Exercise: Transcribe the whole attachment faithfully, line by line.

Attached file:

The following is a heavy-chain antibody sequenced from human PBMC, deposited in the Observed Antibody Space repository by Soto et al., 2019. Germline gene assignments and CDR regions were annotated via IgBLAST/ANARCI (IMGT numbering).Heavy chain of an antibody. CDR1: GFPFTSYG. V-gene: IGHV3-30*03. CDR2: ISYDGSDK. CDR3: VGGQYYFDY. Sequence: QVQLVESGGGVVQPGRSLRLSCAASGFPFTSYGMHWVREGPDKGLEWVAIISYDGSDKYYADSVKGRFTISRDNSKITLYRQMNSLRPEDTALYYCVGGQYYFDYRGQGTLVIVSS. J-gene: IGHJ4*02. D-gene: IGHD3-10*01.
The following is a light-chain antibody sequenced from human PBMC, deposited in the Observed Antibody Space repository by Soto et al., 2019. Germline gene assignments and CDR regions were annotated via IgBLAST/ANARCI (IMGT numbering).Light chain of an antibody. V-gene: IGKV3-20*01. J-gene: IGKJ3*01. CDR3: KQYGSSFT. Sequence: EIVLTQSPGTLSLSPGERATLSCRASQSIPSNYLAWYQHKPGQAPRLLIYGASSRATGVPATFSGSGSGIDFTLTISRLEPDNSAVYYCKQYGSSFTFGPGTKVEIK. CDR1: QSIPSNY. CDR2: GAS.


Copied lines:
The following is a heavy-chain antibody sequenced from human PBMC, deposited in the Observed Antibody Space repository by Soto et al., 2019. Germline gene assignments and CDR regions were annotated via IgBLAST/ANARCI (IMGT numbering).Heavy chain of an antibody. CDR1: GFPFTSYG. V-gene: IGHV3-30*03. CDR2: ISYDGSDK. CDR3: VGGQYYFDY. Sequence: QVQLVESGGGVVQPGRSLRLSCAASGFPFTSYGMHWVREGPDKGLEWVAIISYDGSDKYYADSVKGRFTISRDNSKITLYRQMNSLRPEDTALYYCVGGQYYFDYRGQGTLVIVSS. J-gene: IGHJ4*02. D-gene: IGHD3-10*01.
The following is a light-chain antibody sequenced from human PBMC, deposited in the Observed Antibody Space repository by Soto et al., 2019. Germline gene assignments and CDR regions were annotated via IgBLAST/ANARCI (IMGT numbering).Light chain of an antibody. V-gene: IGKV3-20*01. J-gene: IGKJ3*01. CDR3: KQYGSSFT. Sequence: EIVLTQSPGTLSLSPGERATLSCRASQSIPSNYLAWYQHKPGQAPRLLIYGASSRATGVPATFSGSGSGIDFTLTISRLEPDNSAVYYCKQYGSSFTFGPGTKVEIK. CDR1: QSIPSNY. CDR2: GAS.